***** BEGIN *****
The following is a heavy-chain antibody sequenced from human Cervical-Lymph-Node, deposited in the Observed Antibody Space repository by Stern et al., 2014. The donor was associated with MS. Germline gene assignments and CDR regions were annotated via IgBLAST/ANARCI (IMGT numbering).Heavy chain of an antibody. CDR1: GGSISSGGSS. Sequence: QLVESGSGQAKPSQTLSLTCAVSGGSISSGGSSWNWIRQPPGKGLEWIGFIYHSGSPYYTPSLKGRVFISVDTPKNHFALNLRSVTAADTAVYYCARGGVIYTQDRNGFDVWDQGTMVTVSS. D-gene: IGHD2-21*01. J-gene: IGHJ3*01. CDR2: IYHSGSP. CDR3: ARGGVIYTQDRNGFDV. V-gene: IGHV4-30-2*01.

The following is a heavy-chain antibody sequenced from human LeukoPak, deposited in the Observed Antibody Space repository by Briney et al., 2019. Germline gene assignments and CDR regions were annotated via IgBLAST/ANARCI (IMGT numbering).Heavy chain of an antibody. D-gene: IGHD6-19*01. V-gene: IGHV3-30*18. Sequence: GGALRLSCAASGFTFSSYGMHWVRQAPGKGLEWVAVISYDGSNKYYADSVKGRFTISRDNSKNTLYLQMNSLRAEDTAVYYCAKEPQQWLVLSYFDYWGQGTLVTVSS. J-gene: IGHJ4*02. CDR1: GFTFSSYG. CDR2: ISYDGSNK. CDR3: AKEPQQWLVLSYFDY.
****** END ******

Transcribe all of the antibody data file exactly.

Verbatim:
The following is a heavy-chain antibody sequenced from human Cervical-Lymph-Node, deposited in the Observed Antibody Space repository by Stern et al., 2014. The donor was associated with MS. Germline gene assignments and CDR regions were annotated via IgBLAST/ANARCI (IMGT numbering).Heavy chain of an antibody. CDR1: GGSISSGGSS. Sequence: QLVESGSGQAKPSQTLSLTCAVSGGSISSGGSSWNWIRQPPGKGLEWIGFIYHSGSPYYTPSLKGRVFISVDTPKNHFALNLRSVTAADTAVYYCARGGVIYTQDRNGFDVWDQGTMVTVSS. D-gene: IGHD2-21*01. J-gene: IGHJ3*01. CDR2: IYHSGSP. CDR3: ARGGVIYTQDRNGFDV. V-gene: IGHV4-30-2*01.

The following is a heavy-chain antibody sequenced from human LeukoPak, deposited in the Observed Antibody Space repository by Briney et al., 2019. Germline gene assignments and CDR regions were annotated via IgBLAST/ANARCI (IMGT numbering).Heavy chain of an antibody. D-gene: IGHD6-19*01. V-gene: IGHV3-30*18. Sequence: GGALRLSCAASGFTFSSYGMHWVRQAPGKGLEWVAVISYDGSNKYYADSVKGRFTISRDNSKNTLYLQMNSLRAEDTAVYYCAKEPQQWLVLSYFDYWGQGTLVTVSS. J-gene: IGHJ4*02. CDR1: GFTFSSYG. CDR2: ISYDGSNK. CDR3: AKEPQQWLVLSYFDY.